It is surprising that barges don’t do better, when they cannot provide door-to-door service and move so slowly. The “fuel efficiency” calculation also neglects several important factors. Because rivers meander, a trip by barge can be 25 to 35 percent longer in miles than the same trip by road or rail. This factor alone eliminates any alleged fuel efficiency advantage of barges over trains. Also, the comparison was between barges and the average train, which carries numerous commodities and makes numerous stops. A more relevant comparison would be between barges and unit or shuttle trains, which haul a single commodity, typically grain or coal, to a distant customer. A 2008 study by Iowa State University concluded that unit trains between Iowa and New Orleans can net about 640 ton-miles per gallon, better than barges that netted 544 ton-miles per gallon. If one now factors in the extra distance of meandering rivers, the unit train is at least 50 percent more efficient than barges, and the average train is 14 percent more fuel efficient.
Barges pollute less than trucks and trains
Because barges, trains and trucks all use diesel fuel, their emissions can be estimated from their fuel usage. When realistic fuel efficiency calculations are used, unit trains emit fewer pollutants than barges or trucks. But air pollution is just part of the story. Barges damage waterways by churning up sediment, harming fish with propellers, and by collisions that release oil or chemical products into rivers, as happened near Vicksburg this January.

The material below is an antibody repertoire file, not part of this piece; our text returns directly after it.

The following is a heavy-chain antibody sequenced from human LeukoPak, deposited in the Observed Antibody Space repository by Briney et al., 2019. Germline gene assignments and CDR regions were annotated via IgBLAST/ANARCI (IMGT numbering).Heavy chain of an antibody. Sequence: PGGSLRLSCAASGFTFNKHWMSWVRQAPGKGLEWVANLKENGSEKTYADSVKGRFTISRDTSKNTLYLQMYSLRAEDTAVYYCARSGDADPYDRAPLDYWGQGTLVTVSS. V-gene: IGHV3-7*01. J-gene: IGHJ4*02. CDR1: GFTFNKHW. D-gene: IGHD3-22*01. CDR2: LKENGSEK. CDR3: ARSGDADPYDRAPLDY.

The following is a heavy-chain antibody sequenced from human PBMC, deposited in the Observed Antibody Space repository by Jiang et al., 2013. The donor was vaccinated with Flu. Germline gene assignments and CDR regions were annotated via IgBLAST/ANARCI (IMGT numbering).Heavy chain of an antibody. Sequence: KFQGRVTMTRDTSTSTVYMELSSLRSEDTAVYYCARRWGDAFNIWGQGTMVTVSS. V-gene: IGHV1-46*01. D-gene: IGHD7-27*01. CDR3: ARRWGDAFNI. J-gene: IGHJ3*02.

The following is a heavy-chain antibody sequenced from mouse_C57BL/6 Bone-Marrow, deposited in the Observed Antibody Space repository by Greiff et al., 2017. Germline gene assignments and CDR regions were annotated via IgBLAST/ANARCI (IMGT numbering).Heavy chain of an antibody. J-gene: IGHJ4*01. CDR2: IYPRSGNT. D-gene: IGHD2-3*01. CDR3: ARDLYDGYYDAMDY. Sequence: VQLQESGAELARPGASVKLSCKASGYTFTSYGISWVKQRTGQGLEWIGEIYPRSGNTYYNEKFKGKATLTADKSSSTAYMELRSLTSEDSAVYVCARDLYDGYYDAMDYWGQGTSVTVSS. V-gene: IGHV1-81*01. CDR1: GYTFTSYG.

Benefits of the navigation system include recreation and water supply
Small vessels are threatened by huge vessels and their wakes, and they have no need of deep channels, nor for locks and dams that only impede them. Ugly, in-channel navigation structures have aggravated flooding, destroyed bar and island habitat, ruined fishing and degraded water quality. Leisure trips on the river were once pleasant and even luxurious, but now most people take their vacations elsewhere. Regarding water supply, river cities around the world have drawn water from rivers for centuries, without dams. Dams make the supply more reliable but are not essential. Any benefit would need to be calculated by comparing the conditions with and without a dam.
Bob Criss is a professor in the department of earth and planetary studies at Washington University. Brad Walker is Wetlands and Floodplain director for the Missouri Coalition for the Environment.